Scientists have studied acupuncture for arthritis pain relief and report positive results.
Western medicine distinguishes two types of arthritis: osteoarthritis (OA) and rheumatoid arthritis (RA). Although common in modern civilization, these disorders occur very rarely or not at all in some so-called primitive cultures. The rheumatoid variety only occurs in cultures consuming grain-based diets.
Osteoarthritis involves degeneration of the cartilage, and typically occurs on only one side of the body; for example, you will have one arthritic knee, not both.
The Merck Manual states that “Normal joints have little friction with movement and do not wear out with typical use, overuse, or trauma.” If so, then why do people get degenerative arthritis? Conventional medicine does not offer any explanation.
Rheumatoid arthritis (RA) involves autoimmune activity wherein the individual's immune system attacks the joint tissues. RA usually affects the joints bilaterally, so for example it will occur in both hands.
The Merck Manual states “Although RA involves autoimmune reactions, the precise cause is unknown; many factors may contribute.”
Both types of arthritis involve pathological calcium deposits in the joints, and patients commonly have both arthritis and arteriosclerosis involving calcium deposits in the arteries. This indicates that both types involve an imbalance of nutrients required for proper utilization of calcium. Below I will discuss dietary factors contributing to RA.
Regular use of acupuncture for arthritis can reduce the pain and inflammation associated with either OA or RA by promoting the flow of blood to and from the affected area. However it does not promote recovery of degenerative cartilage or reduce autoimmune reactions by itself. Treatment of the underlying inflammation and in the case of RA autoimmune activity requires the use of herbal medicine, nutritional supplements, and dietary changes.
Chinese herbal medicines provide anti-inflammatory and immune-regulating effects to reduce arthritic pain, inflammation, and stiffness.
In a study [abstract here] done at Shanghai Municipal Hospital of Traditional Chinese Medicine, researchers randomly assigned 90 RA patients to receive a traditional Chinese herbal medicine formula (SQDD) or methotrexate (MTX) with 45 cases in each group. After 24 weeks of treatment, the group treated with herbal medicine had reductions in symptoms and signs similar to the methotrexate group. "The patient's global assessment and physician's global assessment, morning stiffness, grip strength, tender joint count, swollen joint count and the levels of ESR, CRP and anti-CCP antibody in SQDD and MTX groups were improved significantly as compared with those before treatment, and there were no significant differences between the two groups. The efficacy of MTX in improving rest pain and joint tenderness was better than that of SQDD (P<0.05). The incidence rate of adverse reactions in SQDD group was 9.75%(4/41), significantly lower than 32.5% (13/40) in MTX group (P<0.05)." Thus, the herbal medicine treatment produced similar relief to MTX, with one-quarter the adverse effects.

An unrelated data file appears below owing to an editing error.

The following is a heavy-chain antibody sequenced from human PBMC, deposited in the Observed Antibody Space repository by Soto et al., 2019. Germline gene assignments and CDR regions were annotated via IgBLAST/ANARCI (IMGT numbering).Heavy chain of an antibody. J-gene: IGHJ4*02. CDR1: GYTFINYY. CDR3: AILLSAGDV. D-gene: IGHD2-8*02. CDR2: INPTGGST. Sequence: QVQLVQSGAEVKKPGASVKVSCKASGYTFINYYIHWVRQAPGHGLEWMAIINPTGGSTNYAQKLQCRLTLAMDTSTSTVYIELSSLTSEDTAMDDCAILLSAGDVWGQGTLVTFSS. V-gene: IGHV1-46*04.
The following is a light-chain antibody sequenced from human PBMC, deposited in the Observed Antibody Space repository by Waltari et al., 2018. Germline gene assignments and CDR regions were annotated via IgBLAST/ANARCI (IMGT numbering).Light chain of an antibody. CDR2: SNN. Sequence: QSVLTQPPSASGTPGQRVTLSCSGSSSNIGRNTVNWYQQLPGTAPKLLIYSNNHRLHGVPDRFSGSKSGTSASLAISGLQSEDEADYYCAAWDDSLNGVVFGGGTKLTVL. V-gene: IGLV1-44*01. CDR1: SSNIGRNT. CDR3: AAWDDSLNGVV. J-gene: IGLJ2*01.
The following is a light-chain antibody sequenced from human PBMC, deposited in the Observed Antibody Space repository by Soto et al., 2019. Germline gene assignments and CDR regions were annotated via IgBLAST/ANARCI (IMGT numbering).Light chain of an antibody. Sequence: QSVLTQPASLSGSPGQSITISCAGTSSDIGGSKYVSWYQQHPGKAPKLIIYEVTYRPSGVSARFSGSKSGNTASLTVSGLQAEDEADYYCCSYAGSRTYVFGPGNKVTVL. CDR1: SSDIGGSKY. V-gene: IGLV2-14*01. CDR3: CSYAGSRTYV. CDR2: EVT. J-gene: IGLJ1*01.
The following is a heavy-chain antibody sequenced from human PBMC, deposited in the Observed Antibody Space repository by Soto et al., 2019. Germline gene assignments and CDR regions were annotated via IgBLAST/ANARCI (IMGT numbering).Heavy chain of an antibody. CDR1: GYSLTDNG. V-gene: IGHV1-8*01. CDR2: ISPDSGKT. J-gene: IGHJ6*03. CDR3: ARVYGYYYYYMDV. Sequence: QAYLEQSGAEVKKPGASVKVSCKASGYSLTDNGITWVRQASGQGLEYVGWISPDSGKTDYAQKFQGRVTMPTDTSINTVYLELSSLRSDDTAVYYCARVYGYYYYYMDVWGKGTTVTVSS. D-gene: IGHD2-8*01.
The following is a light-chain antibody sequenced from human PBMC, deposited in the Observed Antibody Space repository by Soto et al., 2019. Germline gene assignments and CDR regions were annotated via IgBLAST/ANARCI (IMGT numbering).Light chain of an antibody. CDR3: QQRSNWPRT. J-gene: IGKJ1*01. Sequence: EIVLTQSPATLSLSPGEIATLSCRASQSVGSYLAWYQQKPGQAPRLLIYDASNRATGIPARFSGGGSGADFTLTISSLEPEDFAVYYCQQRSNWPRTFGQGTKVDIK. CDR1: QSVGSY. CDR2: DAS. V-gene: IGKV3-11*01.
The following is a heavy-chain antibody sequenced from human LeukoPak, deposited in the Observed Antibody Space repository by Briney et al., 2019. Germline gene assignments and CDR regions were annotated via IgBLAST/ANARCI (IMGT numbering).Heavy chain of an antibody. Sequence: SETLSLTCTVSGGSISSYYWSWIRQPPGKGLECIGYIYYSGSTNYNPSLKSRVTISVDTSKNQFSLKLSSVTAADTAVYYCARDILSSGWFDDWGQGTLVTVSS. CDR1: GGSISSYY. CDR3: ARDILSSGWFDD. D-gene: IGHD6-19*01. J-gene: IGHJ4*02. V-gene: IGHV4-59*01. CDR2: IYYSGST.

Teekachunhatean et al compared the Chinese herbal formula Duhuo Jisheng Wan (DJW) with the analgesic diclofenac in symptomatic treatment of osteoarthritis (OA) of the knee [full text here] . They concluded that "DJW demonstrates clinically comparable efficacy to diclofenac after 4 weeks of treatment."
Inflammation of the joints may arise from inflammation of the gut. Some evidence indicates that diet may cause gut inflammation and trigger the auto-immune reactions found in RA. Several research projects have shown that reducing intakes of animal protein and fat can relieve symptoms of rheumatoid arthritis, and many people find that eating less animal foods reduces joint pain.
Both types of joint inflammation involve pathological calcium deposits. Vitamins A, D3, and K all regulate the metabolism and deposition of calcium. Current research suggests that deficiencies of D3 and K may contribute to arthritis, including RA. A whole foods animal based diet and regular sunlight exposure can supply adequate amounts of these vitamins, but many people have deficiencies that require functional nutrition supplementation.
Excessive intake of common vegetable oils impairs vitamin K metabolism and creates a generally inflammatory condition in the body.
Supplementation of glucosamine sulfate can relieve and reduce the progression of OA.
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